Good Bye Lenin! (15)

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The ViewLondon Review

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Review byMatthew Turner21/07/2003

Three out of Five stars
Running time: 121 mins

Well-acted, and occasionally moving comedy-drama, but it can’t really sustain its premise over the two hour running time.

Good Bye, Lenin! is that rare thing, a German comedy. (No! Wait! Come back! Etc.) It’s also a surprisingly moving ‘feel good’ movie, with some good gags, though it drags a little in the middle.

The film is set around the fall of the Berlin Wall and the plot (and central joke) is as follows. Christiane (Katrin Sass) is a staunch Communist and single mother raising two teenagers. While on a demonstration, she collapses and falls into a coma, a few weeks before the Berlin Wall comes down…

Bad Time For A Nap

When she awakes, several months later, the doctor tells her family (including her teenage son, Alex, played by Daniel Bruhl) that she has a weak heart and that any further surprises could be fatal, so they conspire to let her believe that she's still under Communist rule and that nothing has changed.

From this simple premise, writer-director Wolfgang Becker wrings some extremely good gags, such as Alex frantically searching for old Soviet gherkin containers in which to transfer the new, ‘capitalist’ gherkins his mother likes. There are also some good moments that require Alex to think on his feet, such as the unfurling of a giant Coca-Cola banner outside his mother’s bedroom window.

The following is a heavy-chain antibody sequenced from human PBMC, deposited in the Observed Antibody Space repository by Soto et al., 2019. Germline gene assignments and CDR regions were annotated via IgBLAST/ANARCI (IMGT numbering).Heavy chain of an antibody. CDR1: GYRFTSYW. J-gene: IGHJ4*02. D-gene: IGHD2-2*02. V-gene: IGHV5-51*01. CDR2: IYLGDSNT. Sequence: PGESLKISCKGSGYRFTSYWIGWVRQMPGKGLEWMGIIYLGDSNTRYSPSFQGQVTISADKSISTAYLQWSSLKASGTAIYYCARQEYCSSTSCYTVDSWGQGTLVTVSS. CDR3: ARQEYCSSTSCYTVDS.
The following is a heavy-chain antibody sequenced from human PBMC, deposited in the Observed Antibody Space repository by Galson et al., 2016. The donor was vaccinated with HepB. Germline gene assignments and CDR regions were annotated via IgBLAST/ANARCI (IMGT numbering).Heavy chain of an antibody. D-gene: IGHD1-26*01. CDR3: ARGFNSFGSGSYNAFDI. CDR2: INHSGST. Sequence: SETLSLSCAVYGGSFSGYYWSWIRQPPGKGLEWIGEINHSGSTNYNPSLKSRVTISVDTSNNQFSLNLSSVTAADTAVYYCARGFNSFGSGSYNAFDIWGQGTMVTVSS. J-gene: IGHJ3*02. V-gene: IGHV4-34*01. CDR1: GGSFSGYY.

The two leads are excellent and the supporting cast are extremely good too, particularly Maria Simon as Alex’s sister, who enthusiastically takes to her new job at Burger King and the influx of ‘80s clothing, and Florian Lukas, as Alex’s wannabe film-maker best friend, who helps out by making fake news broadcasts. There’s also strong support from Russian actress Chulpan Khamatova as Alex’s girlfriend, who grows tired of all the deception.

Somewhat Overlong

Although the film is a little too long to really sustain its comedic premise, there’s a lot to like, most notably the way the historical background is used as a metaphor for the break-up of the family, with Alex desperately trying to keep everything as it was. Consequently, some of the film’s most moving sequences occur when the estranged father returns – these scenes are notable for being under-played, but they work extremely well.

There’s also a superb score, by Yann Tiersen, and if it seems familiar, it’s because Tiersen also scored Amelié. In fact, at one point, he includes a track that’s directly lifted from his own score for Amelié – surely there are rules about that sort of thing?

In short, Good Bye, Lenin! is an enjoyable, occasionally moving feel-good comedy drama, despite a slow middle section and an overlong running time. Worth watching.

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Good Bye Lenin! (15)
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Content updated: 21/10/2017 04:04

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